Photographs by Meadow Linn

Saturday, July 31, 2010

Keep it Simple!

Sautéed Rainbow Chard
Rainbow chard is such a pretty plant
While tapping on his thighs with cupped palms, my high school math teacher would ask, "Do you hear that? What's that sound?" Forgetting that he did this every time we got stuck on a problem, we would usually respond with something resembling, "Uhh...I don't know." He would say, "That's the sound of galloping horses. Think 'horses' not 'zebras.'" This was his way of telling us that we needed to simplify, to come up with the obvious or less-involved response. I both appreciated the reminder to simplify and at the same time--I was a teenager after all--thought the hoof beats were kind of silly; however, not many years later when I was teaching high school French, I would occasionally catch myself repeating Dr. Miller's horse/zebra analogy.

For some reason, as humans, we frequently give preference to what is complicated or elaborate when often simple is better. This is can be true in cooking as well. Have you ever been to an expensive restaurant sought after for its inventiveness and though the food on your plate was very pretty, it lacked taste? Or have you ever had a meal made from many ingredients that when combined together were not the sum of their parts and made you wish you'd stayed home and grilled a steak or made a stirfry with the fresh vegetables sitting in your fridge?

Here I am enjoying harvesting in the garde
Good food does not have to be fancy, elaborate, or even expensive. The key to eating well is using quality ingredients. I've always felt that the better the ingredient, the fewer needed. With summer in full swing, my garden has been pumping out massive amounts of vegetables of which my current favorite is rainbow chard. I've been eating sautéed rainbow chard for dinner nearly every night and with each mouthful, I'm more and more in love with this fabulous green. Rainbow chard has to be one of the most naturally beautiful vegetables in the world. For those who are not familiar with chard, it's a leafy green with a colored stalk and a large green leaf protruding from that stalk. It's eaten much like spinach. The fabulous thing about rainbow chard is that, as the name implies, it comes in a spectrum of vibrant colors: red, neon pink, orange, yellow, green, and white.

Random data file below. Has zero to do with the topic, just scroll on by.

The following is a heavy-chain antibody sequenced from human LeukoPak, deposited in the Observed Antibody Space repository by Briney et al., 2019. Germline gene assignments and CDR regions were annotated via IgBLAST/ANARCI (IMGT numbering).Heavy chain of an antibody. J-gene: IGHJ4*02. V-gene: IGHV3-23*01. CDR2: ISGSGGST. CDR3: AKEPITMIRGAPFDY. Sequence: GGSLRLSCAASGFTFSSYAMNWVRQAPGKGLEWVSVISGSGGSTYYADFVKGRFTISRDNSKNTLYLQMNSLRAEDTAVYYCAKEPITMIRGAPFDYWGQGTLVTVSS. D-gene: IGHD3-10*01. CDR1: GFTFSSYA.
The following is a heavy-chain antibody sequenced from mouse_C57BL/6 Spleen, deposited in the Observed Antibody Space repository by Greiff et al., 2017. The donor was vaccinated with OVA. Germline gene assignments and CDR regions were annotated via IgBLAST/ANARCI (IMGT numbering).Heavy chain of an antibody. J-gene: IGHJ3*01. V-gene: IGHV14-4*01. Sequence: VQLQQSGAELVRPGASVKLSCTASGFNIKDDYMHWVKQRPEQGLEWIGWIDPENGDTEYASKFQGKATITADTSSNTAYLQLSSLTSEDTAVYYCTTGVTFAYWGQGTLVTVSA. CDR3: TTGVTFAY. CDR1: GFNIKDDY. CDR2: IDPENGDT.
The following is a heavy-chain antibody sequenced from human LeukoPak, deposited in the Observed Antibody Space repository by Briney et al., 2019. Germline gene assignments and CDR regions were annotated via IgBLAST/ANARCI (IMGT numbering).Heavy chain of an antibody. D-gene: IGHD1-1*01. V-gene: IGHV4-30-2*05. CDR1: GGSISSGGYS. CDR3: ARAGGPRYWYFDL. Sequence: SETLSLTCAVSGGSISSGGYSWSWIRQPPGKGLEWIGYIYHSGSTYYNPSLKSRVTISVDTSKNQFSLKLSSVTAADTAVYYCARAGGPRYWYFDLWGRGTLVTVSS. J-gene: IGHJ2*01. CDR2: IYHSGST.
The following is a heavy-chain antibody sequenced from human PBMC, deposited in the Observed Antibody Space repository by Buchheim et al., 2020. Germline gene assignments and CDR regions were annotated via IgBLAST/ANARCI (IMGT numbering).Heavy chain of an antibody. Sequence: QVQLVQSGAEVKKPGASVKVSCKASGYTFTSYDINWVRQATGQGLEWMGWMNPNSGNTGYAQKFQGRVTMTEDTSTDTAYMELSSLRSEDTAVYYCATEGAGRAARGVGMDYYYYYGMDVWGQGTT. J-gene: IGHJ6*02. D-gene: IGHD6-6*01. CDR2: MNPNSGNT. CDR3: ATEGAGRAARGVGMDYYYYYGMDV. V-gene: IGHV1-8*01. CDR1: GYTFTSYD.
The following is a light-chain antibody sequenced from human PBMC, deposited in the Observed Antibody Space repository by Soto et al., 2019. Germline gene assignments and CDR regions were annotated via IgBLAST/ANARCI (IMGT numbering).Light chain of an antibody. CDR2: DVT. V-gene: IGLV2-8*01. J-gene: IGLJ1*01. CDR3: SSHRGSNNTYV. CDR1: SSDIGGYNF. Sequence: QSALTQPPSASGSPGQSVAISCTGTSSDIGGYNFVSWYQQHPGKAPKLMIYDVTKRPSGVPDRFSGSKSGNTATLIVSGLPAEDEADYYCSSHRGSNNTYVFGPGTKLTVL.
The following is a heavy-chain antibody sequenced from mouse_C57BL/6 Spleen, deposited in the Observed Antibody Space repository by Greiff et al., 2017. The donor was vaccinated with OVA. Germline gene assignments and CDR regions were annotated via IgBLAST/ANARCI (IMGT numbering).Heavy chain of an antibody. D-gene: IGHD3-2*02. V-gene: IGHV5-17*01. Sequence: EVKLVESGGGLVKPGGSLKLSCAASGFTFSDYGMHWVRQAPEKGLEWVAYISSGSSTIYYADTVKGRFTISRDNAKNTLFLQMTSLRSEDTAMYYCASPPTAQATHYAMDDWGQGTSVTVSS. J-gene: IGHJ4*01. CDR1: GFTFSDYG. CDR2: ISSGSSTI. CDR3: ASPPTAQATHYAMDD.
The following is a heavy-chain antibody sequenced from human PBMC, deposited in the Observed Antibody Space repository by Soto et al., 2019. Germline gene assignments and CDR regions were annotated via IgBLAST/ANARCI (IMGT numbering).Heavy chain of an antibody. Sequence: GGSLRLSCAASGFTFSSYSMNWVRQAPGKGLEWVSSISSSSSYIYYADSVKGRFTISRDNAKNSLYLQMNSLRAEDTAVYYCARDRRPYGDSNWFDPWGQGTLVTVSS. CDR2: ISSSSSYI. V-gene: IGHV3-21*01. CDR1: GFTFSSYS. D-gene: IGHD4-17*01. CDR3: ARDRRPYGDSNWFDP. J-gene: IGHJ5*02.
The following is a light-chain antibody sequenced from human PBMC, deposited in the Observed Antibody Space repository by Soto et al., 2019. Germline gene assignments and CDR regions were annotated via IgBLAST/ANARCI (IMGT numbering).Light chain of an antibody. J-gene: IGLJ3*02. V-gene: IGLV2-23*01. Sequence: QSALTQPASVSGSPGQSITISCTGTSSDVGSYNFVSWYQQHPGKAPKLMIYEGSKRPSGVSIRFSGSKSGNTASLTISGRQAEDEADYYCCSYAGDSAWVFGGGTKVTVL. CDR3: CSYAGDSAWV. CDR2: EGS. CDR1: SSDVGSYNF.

Following Dr. Miller's advice, I have chosen to use a simple preparation for the chard to take advantage of its naturally delicious flavor, which is earthy, sweet, and even a bit salty. Plus, in the "dog days of summer" who wants to spend hours in a hot kitchen?! Opt for the simple, elegant, and healthful option, and add chard to your summer repertoire. Even if you have sworn all leafy greens as your arch enemy, I encourage you to seek out chard (of any color or variety) at your local supermarket, natural food store, or farmer's market and give it a try. It's rich in vitamins C, E, and K, carotenes, potassium, iron, and fiber, all of which will lead to us living healthy and happy lives. It tastes great too! Chard is in season now and at the peak of freshness. Look for perky leaves and bright colors to ensure you're getting the freshest, tastiest, and most vitamin and mineral rich chard available.

Cook the chard hot and fast with a bit of olive oil and garlic
Keep It Simple!
Sauteed Rainbow Chard

This is the base recipe, but it can be jazzed up with a dash of red pepper flakes, a sprinkling of parmesan cheese, a handful of crumbled bacon, or a even a fried egg on top. See below for more variations and suggestions of ways to eat this delicious green.

•1 bunch of chard any color,
  leaves and stalks rinsed and chopped
•2-5 cloves of garlic, sliced
•olive oil

In a large sauté pan, add one or two tablespoons of olive oil (enough to just barely coat the bottom of the pan) and heat on medium or medium-high until hot (be careful not to burn the oil!). Add the chard (it's okay if it's still damp as the moisture will actually help it steam as it cooks). Toss the garlic slices in and stir frequently. The goal is to cook the chard hot and fast, without burning the oil, the chard, or the garlic (burnt garlic is terrible!). Adjust the temperature as needed. As soon as the greens are tender, remove from the heat and enjoy.

Serve as a side dish to meat, chicken, or fish.

As a vegetarian option, sauté the chard in butter and top with a fried or poached egg. This is a delicious combination that you'll wish you'd discovered years ago.

Or instead of olive oil, use a dash of toasted sesame oil blended with peanut oil. When the chard is tender, mix in some soy sauce and serve with sesame seeds over a bowl of steaming rice.

 Toss the sauteed chard and garlic with pasta and add a generous sprinkle of freshly grated parmesan cheese for a delicious and healthy meal!

There are so many tasty ways to enjoy this remarkably versatile vegetable! Bon Appétit!


  1. The 1st recipe is how we like our collards. The rest I would never have thought of - so creative. I'm interested to try the egg one. How does the taste of chard compare with collards?

  2. aaaaaah..... LOVE simplicity and LOVE that pic of you!